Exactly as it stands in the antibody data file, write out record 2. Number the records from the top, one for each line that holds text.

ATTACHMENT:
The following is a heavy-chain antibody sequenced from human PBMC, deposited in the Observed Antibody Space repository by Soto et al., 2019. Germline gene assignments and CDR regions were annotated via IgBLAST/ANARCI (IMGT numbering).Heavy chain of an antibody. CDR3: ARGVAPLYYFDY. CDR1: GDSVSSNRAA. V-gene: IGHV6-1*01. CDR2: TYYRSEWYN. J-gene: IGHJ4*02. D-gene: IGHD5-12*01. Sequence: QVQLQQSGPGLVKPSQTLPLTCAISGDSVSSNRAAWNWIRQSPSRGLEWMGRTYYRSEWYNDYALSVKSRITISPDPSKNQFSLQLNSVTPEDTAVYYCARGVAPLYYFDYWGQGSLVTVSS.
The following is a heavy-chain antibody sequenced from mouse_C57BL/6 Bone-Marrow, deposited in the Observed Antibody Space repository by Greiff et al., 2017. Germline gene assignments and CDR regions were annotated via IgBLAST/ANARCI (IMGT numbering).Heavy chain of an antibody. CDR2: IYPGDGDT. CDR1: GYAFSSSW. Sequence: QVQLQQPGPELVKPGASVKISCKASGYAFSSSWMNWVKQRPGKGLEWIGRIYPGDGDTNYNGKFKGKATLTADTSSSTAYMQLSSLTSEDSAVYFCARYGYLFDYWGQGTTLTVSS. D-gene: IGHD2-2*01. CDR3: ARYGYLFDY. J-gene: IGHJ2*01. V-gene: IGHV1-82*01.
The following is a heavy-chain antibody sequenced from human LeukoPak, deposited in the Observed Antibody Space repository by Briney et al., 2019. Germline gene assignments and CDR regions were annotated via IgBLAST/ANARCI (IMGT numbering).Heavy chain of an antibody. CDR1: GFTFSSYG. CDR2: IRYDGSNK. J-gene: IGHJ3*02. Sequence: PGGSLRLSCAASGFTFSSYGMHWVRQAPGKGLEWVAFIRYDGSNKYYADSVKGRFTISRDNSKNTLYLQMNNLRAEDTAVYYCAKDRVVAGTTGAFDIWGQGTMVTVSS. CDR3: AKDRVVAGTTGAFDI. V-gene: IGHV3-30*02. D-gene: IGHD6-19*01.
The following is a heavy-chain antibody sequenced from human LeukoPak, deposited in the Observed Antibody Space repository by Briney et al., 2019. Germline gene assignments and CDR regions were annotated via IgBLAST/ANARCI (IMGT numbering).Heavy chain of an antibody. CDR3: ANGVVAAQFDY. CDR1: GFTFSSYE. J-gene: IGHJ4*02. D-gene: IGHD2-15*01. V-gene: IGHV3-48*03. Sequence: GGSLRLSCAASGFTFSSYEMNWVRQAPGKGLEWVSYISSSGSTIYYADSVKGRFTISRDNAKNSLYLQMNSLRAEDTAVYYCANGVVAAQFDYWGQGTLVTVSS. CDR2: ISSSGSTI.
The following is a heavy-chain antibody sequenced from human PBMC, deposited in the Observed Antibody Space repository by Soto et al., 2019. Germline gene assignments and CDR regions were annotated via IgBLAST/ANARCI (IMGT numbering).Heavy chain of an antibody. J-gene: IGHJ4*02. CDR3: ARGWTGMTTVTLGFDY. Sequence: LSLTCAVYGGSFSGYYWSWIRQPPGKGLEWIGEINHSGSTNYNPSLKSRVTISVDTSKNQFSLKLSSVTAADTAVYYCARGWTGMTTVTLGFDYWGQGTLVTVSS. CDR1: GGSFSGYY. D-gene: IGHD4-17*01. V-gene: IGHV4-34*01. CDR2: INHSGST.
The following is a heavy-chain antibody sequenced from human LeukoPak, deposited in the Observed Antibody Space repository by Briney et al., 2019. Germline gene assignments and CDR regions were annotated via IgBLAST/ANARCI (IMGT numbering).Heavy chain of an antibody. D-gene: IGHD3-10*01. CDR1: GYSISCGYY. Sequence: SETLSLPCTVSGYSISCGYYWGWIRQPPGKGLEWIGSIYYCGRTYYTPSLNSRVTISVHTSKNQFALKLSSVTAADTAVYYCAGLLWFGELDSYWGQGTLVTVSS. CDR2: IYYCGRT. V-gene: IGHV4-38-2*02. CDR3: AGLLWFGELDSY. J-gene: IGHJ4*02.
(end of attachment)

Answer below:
The following is a heavy-chain antibody sequenced from mouse_C57BL/6 Bone-Marrow, deposited in the Observed Antibody Space repository by Greiff et al., 2017. Germline gene assignments and CDR regions were annotated via IgBLAST/ANARCI (IMGT numbering).Heavy chain of an antibody. CDR2: IYPGDGDT. CDR1: GYAFSSSW. Sequence: QVQLQQPGPELVKPGASVKISCKASGYAFSSSWMNWVKQRPGKGLEWIGRIYPGDGDTNYNGKFKGKATLTADTSSSTAYMQLSSLTSEDSAVYFCARYGYLFDYWGQGTTLTVSS. D-gene: IGHD2-2*01. CDR3: ARYGYLFDY. J-gene: IGHJ2*01. V-gene: IGHV1-82*01.